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The Day the Sun Did Not Set
When Chabad Rabbis the world over reach out to people and teach Judaism as emissaries of the Rebbe, some people ask, but who is the Rebbe today? And the answer is always, the Rebbe is the same Rebbe who has led us for 60 years. And then they ask, but how can that be? Didn't it all change seventeen years ago?

Yes, today is the third of Tammuz, the day that in 1994, we lost the ability to physically see or hear the Rebbe, Rabbi Menachem M. Schneersohn. But something else happened on this day, many, many years ago, that tells us the real story.

We read in the Book of Joshuah of a fascinating miracle that occurred 3283 years ago, during the time that Joshuah led the Jewish people in the conquering of the Holy Land. The Jews were engaged in a decisive battle, near victory, when night approached. Before the invention of artificial light and night-seeing infrared vision equipment, it was virtually impossible to wage a successful battle after nightfall. Joshua feared that darkness would offer the enemy an opportunity to flee and regroup; if the sun set, perhaps all would be lost.

And miraculously, the sun did not set. And the Jews completed their mission. In the words of the verse, "The sun stood still in the sky...until the people had avenged themselves upon their enemies" (Joshua 10:13).

Nothing happens by chance, rather everything that occurs is b'hasgacha protis, Divine Providence. The fact that these two events occurred on the same date must indicate something profound about what really happened on this day.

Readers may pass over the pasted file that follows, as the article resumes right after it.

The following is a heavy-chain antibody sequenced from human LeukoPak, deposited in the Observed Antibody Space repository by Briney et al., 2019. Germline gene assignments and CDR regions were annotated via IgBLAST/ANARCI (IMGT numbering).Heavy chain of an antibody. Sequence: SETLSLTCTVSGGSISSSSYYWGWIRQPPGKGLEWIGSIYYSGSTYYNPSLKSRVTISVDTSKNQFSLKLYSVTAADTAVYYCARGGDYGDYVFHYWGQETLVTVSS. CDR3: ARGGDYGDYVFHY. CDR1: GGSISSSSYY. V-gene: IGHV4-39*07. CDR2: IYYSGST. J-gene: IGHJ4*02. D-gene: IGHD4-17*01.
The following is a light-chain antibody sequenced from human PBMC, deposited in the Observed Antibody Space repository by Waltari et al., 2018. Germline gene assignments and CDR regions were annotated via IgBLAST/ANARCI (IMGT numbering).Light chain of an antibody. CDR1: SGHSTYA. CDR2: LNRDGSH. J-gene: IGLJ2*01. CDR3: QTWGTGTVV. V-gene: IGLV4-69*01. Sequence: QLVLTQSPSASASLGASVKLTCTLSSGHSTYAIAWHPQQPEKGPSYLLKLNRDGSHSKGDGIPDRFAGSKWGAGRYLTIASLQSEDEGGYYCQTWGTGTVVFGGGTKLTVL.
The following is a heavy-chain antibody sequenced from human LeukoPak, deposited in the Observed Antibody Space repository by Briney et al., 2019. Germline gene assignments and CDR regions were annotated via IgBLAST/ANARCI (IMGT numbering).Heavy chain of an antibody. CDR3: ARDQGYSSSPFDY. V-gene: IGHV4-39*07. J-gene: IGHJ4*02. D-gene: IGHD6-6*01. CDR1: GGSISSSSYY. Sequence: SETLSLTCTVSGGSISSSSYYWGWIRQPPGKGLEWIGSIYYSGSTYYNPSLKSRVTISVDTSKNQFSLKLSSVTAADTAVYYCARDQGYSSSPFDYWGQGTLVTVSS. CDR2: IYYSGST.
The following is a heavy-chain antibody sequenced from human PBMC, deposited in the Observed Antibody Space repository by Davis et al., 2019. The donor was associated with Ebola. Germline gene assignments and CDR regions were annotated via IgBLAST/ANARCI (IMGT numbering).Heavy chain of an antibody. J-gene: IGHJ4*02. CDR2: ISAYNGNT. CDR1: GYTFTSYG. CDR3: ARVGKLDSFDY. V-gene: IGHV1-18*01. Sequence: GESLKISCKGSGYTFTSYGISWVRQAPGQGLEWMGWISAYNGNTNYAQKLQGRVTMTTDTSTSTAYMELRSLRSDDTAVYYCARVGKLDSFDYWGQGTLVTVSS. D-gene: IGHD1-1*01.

King Solomon writes (Ecclesiastes 1:5), "The sun rises, and the sun sets." On this the Midrash asks, is it necessary for Solomon, the wisest of all men, to inform us of this self-evident reality? Clearly, King Solomon is telling us something else. This is a metaphor comparing the Tzaddik (righteous person) who is the leader of the generation to the sun, whose light, warmth, and radiance inspires and invigorates his generation. The Midrash thus explains that with his words in Ecclesiastes, King Solomon teaches, "that before the sun of one tzaddik sets, the sun of another tzaddik has already risen.'"

On the 3rd of Tammuz, the sun did not set.

The Rebbe continues to lead, inspire, and invigorate us. Though we may not see him physically, we know he is here with us, encouraging us to carry on in the task with which we've been entrusted. Throughout his years of leadership, the Rebbe told us that ours is the last generation of Exile and the first generation of the Redemption. We must usher in this new era by perfecting our selves and the world around us until we can "open our eyes"-and tune in to this new spiritual reality. How? By doing another Mitzvah, such as giving charity and studying Torah.


We have our marching orders. We know the Rebbe is in the lead, showing the way. And we continue to follow.

In honor of the Rebbe's day, we encourage you to resolve and take upon yourself an additional mitzvah/good deed. You can come in to the Chabad Center or any Chabad House near you to write a letter to the Rebbe with your Hebrew name and mitzvah pledged.
   
 

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